Back on the trail, Clinton presents rural policy

Democratic presidential candidate Hillary Rodham Clinton speaks at a town hall meeting Tuesday, Aug. 18, 2015, in North Las Vegas, Nev. The stop was the first of three in the Las Vegas area on Tuesday.

AP / John Locher

NEW YORK -- Hillary Clinton is set to roll out her plan to strengthen rural communities across the country Wednesday in Iowa, where Clinton will attend three campaign events after taking a few days off of the campaign trail for her family vacation.

Clinton's policy plan, described in a detailed fact-sheet shared by her campaign Wednesday morning ahead of her first appearance in Ankeny, Iowa is a four-part proposal to ensure that rural communities get to share in the nation's economic growth.

"We must do more to ensure the vitality of our rural areas," it reads, "not only because America's 46 million rural residents make up nearly 15 percent of our population, but also because rural America provides the foundation for the entire country's economic success."

Clinton's plan focuses first on encouraging investment in farms and other rural businesses. According to the fact-sheet, Clinton will propose making it easier for rural business owners to access capital by increasing the number of Rural Business Investment Companies creating "capital networks" outside urban centers and simplifying regulations on the small community banks that a majority of people in rural areas rely on. In addition, Clinton will propose permanently expanding the New Markets Tax Credit, which rewards investment into businesses and projects in low-income communities, and creating new credits for communities experiencing economic hardship.

Specifically for farms, Clinton will say she will double funding for the Beginning Farmer and Rancher Development program, which provides training and assistance to the next generation of farmers and ranchers. She will also expand funding for and encourage programs that increase farmers' access to additional markets for their products, including schools, retailers, wholesalers and farmers markets.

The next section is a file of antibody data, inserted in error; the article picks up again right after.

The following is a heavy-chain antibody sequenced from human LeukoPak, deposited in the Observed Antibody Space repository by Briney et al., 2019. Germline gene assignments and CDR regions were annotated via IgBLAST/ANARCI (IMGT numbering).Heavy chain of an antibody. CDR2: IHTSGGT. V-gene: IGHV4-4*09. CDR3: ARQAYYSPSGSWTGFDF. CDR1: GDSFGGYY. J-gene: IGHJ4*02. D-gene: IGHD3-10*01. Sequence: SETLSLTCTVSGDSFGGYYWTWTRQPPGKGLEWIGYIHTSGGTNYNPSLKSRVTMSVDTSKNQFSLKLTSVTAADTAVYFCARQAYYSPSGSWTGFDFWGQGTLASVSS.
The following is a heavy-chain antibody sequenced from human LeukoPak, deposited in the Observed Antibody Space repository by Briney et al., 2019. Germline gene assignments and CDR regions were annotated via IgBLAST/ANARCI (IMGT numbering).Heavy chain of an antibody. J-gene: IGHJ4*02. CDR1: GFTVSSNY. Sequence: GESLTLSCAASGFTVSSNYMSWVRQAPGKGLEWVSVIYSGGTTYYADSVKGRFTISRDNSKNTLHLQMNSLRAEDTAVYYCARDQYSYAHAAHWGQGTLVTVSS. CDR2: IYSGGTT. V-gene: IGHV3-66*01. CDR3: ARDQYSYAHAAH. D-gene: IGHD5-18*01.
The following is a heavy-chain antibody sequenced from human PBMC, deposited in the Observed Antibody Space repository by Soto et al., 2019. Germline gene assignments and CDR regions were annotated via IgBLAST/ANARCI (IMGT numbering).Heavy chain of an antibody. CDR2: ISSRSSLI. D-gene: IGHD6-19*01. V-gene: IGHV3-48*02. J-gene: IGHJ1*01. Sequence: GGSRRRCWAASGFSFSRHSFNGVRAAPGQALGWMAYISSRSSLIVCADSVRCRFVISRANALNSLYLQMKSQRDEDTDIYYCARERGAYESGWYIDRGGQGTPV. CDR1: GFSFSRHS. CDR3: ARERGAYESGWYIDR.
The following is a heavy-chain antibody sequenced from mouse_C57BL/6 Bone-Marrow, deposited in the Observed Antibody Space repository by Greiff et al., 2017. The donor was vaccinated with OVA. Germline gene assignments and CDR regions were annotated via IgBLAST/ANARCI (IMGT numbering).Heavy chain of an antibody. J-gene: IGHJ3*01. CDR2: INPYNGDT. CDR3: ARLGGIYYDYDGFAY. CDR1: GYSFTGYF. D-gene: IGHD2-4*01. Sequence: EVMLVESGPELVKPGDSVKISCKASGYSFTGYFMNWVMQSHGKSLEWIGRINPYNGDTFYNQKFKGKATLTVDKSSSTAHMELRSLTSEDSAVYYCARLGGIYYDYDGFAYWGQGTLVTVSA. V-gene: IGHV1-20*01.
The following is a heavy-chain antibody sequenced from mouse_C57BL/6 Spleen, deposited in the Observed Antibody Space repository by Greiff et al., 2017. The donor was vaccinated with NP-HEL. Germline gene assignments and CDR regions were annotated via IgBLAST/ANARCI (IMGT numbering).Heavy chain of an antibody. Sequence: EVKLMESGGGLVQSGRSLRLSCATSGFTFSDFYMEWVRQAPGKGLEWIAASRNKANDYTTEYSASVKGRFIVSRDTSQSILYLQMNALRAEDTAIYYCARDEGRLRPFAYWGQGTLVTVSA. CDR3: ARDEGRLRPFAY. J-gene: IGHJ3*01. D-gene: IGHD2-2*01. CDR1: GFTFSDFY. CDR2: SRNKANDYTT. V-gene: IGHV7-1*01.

Clinton will be joined in Des Moines by former Iowa Governor Tom Vilsack, who currently serves as the U.S. Secretary of Agriculture. Vilsack offered his official endorsement to Clinton in an op-ed published Wednesday in the Cedar Rapids Gazette.

"Hillary Clinton understands that some of the deepest and most pronounced poverty exists in rural areas of the country," Vilsack wrote. "Her strong support for the Renewable Fuel Standard and bio-based manufacturing as important parts of a revitalized rural economy makes clear she will work hard to promote meaningful economic opportunity throughout the country."

As part of her policy, Clinton will propose strengthening the Renewable Fuel Standard and further incentivizing the creation and use of renewable energy. The final piece of her plan aims to provide greater opportunity for those who grow up and live in rural communities, by ensuring access to high quality, affordable education programs at every level of schooling, better healthcare that leverages new technology and access to care for those suffering from mental health problems and substance abuse issues.

Clinton's plan draws in part from stories and insights that she has collected from people she has met on the campaign trail. On her second trip to South Carolina in June, Clinton hosted a meeting with South Carolinians from the surrounding rural areas in Santee, where she discussed ways to improve rural infrastructure, expand broadband Internet access, and bring early childhood education to rural areas. While campaigning in Hopkinton, New Hampshire, more recently, Clinton visited a local farm stand and peppered the farm's owner, Jane Presby, with questions about farming education programs and lectures.

Woven through her four-part rural policy plan are pieces of other proposals that Clinton has announced in recent weeks, like her plan to lower the cost of going to college and relieve student debt, and other promises, like her pledge to fight for comprehensive immigration reform.

Clinton's intense focus on policy comes as questions about her and her staff's use of private email and increased interest in a possible run by Vice President Joe Biden threaten to throw the Democratic frontrunner's campaign off course.